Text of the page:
A little boy has come into our life. We call him Baby Z for short.
He is sweet.
He is cute.
He is a horrible sleeper.
He is loved.
He is small for his age.
He is the cutest little laugher.
He is happy (now).
He is a champion eater.
He is soft, squishy and lovable.
But there is one thing he is not.
It’s the thing I hear often from friends. It usually goes along with “I could never do what you do.” It’s always said with the best of intentions and the most supportive of hearts. It’s not new . . . I heard it with Leyla all of the time. It sounds nice at first, and reaches out to stroke my ego. In fact, it seems so nice to say that I struggle to call it for what it is.
And yet every time I hear it, I cringe.
There are many things my foster child is. But there is one thing he is not.
My foster child is not lucky to have us.
My child (and I use that term loosely, because he is in fact, not mine) is not lucky to have me.
The reason I am in his life at all is because he has endured abuse or neglect. He has lost his mom, dad, brothers or sisters before we ever came into the picture. This precious, helpless baby, in his first few months of life, has endured some things that I cannot even imagine going through as a capable adult.
His story breaks my heart. It is not a lucky story.
He is not lucky because when he wakes up at night, I wonder if it is from hunger or from trauma. It could be either. It could be both. And he wakes up . . . a lot.
As I snuggle his precious little squishy body, I wonder if he remembers his time before. The way he cries sometimes makes me think that he does remember. He is not lucky to have a “before.”
He has a certain cry that comes out sometimes that is absolutely desperate sounding. He is not lucky to have had a reason to cry this way.
As I fill in doctors, and state workers, and early intervention specialists on his progress, I am reminded of why he needs state workers and specialists. Why he needs to make progress.
This baby has been inserted into our family, perfect strangers who now call themselves mom and dad. While we may be loving, that does not change the fact that we are indeed strangers. Imagine going to the grocery store, picking out a random family, handing your young baby to them and then walking off as you hear the mom say to your baby: “Hi! I’m your mommy now!” This random family may be the best parents in the world — but would that child be feeling lucky in that moment?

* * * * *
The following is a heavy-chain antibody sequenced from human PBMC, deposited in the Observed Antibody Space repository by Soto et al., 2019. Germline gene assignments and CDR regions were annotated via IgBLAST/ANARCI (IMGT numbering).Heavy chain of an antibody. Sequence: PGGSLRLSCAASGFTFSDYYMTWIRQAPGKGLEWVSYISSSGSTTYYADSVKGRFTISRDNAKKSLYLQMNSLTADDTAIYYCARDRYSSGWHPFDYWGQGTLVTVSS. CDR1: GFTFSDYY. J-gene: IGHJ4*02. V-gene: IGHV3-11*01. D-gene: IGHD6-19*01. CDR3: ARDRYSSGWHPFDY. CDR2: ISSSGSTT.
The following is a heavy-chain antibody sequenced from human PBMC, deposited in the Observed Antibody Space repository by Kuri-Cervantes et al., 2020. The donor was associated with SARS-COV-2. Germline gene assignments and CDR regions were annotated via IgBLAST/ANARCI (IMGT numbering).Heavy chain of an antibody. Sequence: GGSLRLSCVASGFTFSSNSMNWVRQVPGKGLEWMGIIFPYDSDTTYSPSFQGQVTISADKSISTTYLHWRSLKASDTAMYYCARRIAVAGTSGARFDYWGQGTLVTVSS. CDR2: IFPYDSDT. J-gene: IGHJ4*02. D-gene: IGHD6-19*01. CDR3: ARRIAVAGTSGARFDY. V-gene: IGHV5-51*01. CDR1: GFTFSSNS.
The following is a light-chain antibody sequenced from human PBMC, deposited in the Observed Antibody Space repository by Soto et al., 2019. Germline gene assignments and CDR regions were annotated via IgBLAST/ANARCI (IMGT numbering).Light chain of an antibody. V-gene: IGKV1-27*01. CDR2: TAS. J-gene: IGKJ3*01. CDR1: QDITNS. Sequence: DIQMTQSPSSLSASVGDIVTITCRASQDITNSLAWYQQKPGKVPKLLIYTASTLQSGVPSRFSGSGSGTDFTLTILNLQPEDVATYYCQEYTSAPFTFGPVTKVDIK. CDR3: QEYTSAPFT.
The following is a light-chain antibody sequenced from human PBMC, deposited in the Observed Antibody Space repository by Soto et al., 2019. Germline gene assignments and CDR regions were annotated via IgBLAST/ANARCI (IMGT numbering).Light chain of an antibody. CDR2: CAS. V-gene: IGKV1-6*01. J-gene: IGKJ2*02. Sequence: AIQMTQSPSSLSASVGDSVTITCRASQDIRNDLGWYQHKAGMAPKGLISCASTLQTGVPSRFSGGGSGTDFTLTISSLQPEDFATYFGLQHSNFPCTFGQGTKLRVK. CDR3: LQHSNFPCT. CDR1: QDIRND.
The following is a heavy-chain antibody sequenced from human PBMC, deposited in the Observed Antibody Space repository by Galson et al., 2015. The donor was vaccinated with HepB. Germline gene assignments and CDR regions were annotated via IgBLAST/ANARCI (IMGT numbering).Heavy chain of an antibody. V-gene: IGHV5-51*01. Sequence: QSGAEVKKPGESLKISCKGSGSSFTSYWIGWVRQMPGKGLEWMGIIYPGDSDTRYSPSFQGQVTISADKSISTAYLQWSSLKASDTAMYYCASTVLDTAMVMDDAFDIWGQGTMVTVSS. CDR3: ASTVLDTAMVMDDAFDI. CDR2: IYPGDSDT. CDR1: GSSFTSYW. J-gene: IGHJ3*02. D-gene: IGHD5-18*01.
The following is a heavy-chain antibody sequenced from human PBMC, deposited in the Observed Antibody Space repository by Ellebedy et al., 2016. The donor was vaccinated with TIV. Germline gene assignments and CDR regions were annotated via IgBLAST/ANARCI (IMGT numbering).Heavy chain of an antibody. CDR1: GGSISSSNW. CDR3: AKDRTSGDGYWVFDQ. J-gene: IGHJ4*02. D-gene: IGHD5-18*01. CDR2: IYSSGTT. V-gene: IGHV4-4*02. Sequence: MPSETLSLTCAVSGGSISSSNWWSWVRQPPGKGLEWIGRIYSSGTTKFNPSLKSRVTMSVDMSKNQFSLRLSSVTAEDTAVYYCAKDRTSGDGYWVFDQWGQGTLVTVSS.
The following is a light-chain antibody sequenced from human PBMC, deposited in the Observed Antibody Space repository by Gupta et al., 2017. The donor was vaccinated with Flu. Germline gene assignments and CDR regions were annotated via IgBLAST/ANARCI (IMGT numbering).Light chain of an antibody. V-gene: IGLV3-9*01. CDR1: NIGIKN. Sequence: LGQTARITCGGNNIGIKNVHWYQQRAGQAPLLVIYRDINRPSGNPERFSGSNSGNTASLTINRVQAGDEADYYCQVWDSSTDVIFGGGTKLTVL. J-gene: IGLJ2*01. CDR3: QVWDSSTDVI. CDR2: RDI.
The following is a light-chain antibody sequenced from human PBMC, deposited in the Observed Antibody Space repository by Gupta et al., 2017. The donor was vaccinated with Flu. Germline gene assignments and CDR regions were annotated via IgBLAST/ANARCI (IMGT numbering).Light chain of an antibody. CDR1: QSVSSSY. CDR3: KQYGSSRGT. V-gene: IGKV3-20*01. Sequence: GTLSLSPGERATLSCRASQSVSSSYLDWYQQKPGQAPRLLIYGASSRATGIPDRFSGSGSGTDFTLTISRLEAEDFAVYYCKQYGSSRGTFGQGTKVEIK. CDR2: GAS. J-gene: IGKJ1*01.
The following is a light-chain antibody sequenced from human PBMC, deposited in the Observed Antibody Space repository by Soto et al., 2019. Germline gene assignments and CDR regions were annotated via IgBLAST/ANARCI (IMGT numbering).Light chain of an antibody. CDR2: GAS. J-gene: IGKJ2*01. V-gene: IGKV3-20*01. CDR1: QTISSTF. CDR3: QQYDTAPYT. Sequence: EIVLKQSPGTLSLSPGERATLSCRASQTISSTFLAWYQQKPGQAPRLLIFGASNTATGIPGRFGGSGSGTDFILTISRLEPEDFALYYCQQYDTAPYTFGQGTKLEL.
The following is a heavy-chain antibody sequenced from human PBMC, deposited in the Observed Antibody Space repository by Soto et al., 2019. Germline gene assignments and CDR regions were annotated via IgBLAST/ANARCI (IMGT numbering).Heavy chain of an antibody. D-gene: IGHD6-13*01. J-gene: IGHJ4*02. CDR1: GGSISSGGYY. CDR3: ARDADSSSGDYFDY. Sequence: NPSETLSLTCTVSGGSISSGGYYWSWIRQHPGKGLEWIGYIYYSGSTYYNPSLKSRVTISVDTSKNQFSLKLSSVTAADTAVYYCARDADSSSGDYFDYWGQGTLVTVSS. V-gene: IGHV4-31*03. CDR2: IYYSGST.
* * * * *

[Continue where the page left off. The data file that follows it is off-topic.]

While foster care is not so random from our perspective, who is to say that this is not how a child experiences it?
Let me tell you who is lucky . . .
The child was born into a home and family that is safe and nurturing.
The child who was never pulled out of the only home she knew, getting separated from her brothers, sisters, pets and playthings.
The child who will not be moved from family to family at the whim of the government.
The child who did not start out life addicted to drugs or alcohol.
The child whose parents intimately know him, and make wise, informed choices on his behalf . . . Rather than be at the whim of a judge who only knows the child’s face from a 5×7 snapshot in his file.
More than likely, you know this child.
If you are a safe, responsible, nurturing bio mom or dad — Your child is the lucky child.
Your child’s life may not be perfect. Maybe they struggle with health issues, or had an absentee parent, or have endured some tragedy in their own right.
I’m not saying that their life, or your life, is perfect and free from pain.
But I am saying, they are lucky to have you, a loving mom and dad, in their corner from birth. You nurtured them, loved them, kept them as safe as you could, and gave them the best possible start to their life.
So I know what you mean when you say my kid is lucky. I really do.
I know you mean that you are thankful they are in a loving home, where they are finally receiving the care they deserve. I know you want to support us foster parents by letting us know we matter. I’m not trying to split p’s and q’s and make you feel like you are saying the wrong thing.
It’s just that knowing his history . . . knowing that he didn’t get to choose his life or his family . . . knowing how completely out of control he is of his own life . . . I can’t help but feel that he is in fact one of the few unlucky ones.
My hope and prayer is that no matter how unlucky he is to have needed us . . . God will more than make up for his humble beginnings.
And if I could be so honest — I feel pretty lucky to be the one to love on him.